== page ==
The third mark of existence, emptiness or absence of self, is the acceptance that an object moves from or towards nothingness.
Only when a person makes peace with the three marks of existence can he or she achieve wisdom. For one, Wabi-sabi is a way of practicing peace and acceptance, and thereby wisdom and enlightenment.
Contrary to the universal principles of design that are intensely associated with visual attractiveness, Wabi Sabi might be perceived as a unique approach.
“Whereas modern design often uses inorganic materials to defy the natural ageing effects of time, Wabi Sabi embraces them and seeks to use this transformation as an integral part of the whole. This is not limited to the process of decay, but can also be found at the moment of inception, when life is taking its first fragile steps toward becoming.”
― Andrew Juniper, Wabi Sabi: The Japanese Art of Impermanence
In design, the Japanese philosophy focuses on the asymmetry, unevenness of surface, incompleteness, and minimalism. In interior design, it focuses more on the people (and their mindset) who live in the space rather than material things. Material fixtures and other items are pared down to the essentials based on utility, beauty, or nostalgia, or all three.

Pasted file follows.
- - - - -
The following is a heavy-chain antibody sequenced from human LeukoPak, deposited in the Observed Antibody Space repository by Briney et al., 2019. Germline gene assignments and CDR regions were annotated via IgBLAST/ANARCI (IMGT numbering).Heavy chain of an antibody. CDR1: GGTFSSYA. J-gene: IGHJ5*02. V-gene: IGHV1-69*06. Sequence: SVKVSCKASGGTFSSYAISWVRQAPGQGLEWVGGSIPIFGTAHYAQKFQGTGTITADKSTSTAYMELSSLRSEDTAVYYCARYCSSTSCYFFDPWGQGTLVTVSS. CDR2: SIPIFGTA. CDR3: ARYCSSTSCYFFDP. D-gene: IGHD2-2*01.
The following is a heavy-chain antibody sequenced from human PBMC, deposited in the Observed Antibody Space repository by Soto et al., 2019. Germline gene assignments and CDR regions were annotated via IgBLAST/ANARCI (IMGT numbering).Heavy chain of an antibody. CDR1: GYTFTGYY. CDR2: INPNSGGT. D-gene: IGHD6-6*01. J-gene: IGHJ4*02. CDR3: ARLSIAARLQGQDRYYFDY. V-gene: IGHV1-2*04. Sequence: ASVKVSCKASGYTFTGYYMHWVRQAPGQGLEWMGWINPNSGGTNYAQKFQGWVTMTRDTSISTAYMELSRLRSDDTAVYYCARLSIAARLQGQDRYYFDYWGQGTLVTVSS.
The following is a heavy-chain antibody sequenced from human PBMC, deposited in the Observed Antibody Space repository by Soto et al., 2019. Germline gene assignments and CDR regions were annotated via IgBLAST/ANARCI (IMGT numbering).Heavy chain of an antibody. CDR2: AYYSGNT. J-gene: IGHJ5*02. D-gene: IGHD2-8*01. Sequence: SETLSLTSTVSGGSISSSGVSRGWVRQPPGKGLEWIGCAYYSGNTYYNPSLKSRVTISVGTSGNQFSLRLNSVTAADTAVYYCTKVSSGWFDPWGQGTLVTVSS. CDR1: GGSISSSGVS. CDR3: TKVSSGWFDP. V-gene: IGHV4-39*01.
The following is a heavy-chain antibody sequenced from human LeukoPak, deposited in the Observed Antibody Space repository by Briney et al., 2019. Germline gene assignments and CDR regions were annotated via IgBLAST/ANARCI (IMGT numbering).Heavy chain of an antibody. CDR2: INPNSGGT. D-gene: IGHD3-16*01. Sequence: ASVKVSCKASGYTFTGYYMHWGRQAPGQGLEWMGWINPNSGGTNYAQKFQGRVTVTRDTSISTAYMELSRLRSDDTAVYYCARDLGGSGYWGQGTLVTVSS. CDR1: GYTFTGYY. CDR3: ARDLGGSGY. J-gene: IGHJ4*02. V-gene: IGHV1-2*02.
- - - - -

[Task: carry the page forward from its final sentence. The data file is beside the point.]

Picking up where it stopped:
Wabi Sabi inspired art and designs usually take in the form of handmade wooden chairs, a natural drooping of a flower head in a vase, or repairing broken pottery.
The demands of the modern times challenged the ideals of Wabi Sabi. The 21st century amplifies the brightest and the most extraordinary, as such that it no longer feels natural to celebrate the ordinary and the imperfections. Moreover, material luxuries have become the new religion.
In Japan, for instance, Wabi Sabi art is now considered some of the most expensive objects sold in the market. Some believe that by placing this level of monetary value, they lose the essence of Wabi Sabi itself.
Nevertheless, others see Wabi Sabi as an integral part of Japanese culture and society that is here to stay, despite the materialism and perfection that the modern world strives for. This ancient Japanese philosophy doesn’t necessarily come with a hefty price tag. Wabi Sabi is everywhere when one chooses to see the beauty of things beyond its obvious imperfections, and the willingness to accept things as they are.
In personal life, it is the ability to shift the mind from denying and perfecting towards acceptance and appreciation.
As one writer puts it,